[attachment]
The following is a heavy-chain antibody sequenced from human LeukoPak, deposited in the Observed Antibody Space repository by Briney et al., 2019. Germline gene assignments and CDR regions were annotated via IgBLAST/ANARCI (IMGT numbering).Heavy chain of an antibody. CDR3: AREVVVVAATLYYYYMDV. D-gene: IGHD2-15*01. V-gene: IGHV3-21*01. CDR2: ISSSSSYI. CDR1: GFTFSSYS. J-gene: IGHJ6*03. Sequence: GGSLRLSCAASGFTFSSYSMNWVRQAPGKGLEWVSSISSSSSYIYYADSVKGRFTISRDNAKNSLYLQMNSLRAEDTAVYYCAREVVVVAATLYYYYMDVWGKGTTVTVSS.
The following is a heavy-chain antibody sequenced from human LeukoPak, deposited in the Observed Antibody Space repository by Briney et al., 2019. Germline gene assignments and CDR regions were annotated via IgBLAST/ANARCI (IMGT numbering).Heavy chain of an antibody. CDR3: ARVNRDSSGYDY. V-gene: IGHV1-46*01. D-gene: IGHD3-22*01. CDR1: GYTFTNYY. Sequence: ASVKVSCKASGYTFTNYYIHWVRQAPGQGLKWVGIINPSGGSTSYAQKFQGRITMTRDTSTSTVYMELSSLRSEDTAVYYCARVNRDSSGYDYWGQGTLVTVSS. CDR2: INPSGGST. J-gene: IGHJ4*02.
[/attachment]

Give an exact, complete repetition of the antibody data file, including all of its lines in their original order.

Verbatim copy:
The following is a heavy-chain antibody sequenced from human LeukoPak, deposited in the Observed Antibody Space repository by Briney et al., 2019. Germline gene assignments and CDR regions were annotated via IgBLAST/ANARCI (IMGT numbering).Heavy chain of an antibody. CDR3: AREVVVVAATLYYYYMDV. D-gene: IGHD2-15*01. V-gene: IGHV3-21*01. CDR2: ISSSSSYI. CDR1: GFTFSSYS. J-gene: IGHJ6*03. Sequence: GGSLRLSCAASGFTFSSYSMNWVRQAPGKGLEWVSSISSSSSYIYYADSVKGRFTISRDNAKNSLYLQMNSLRAEDTAVYYCAREVVVVAATLYYYYMDVWGKGTTVTVSS.
The following is a heavy-chain antibody sequenced from human LeukoPak, deposited in the Observed Antibody Space repository by Briney et al., 2019. Germline gene assignments and CDR regions were annotated via IgBLAST/ANARCI (IMGT numbering).Heavy chain of an antibody. CDR3: ARVNRDSSGYDY. V-gene: IGHV1-46*01. D-gene: IGHD3-22*01. CDR1: GYTFTNYY. Sequence: ASVKVSCKASGYTFTNYYIHWVRQAPGQGLKWVGIINPSGGSTSYAQKFQGRITMTRDTSTSTVYMELSSLRSEDTAVYYCARVNRDSSGYDYWGQGTLVTVSS. CDR2: INPSGGST. J-gene: IGHJ4*02.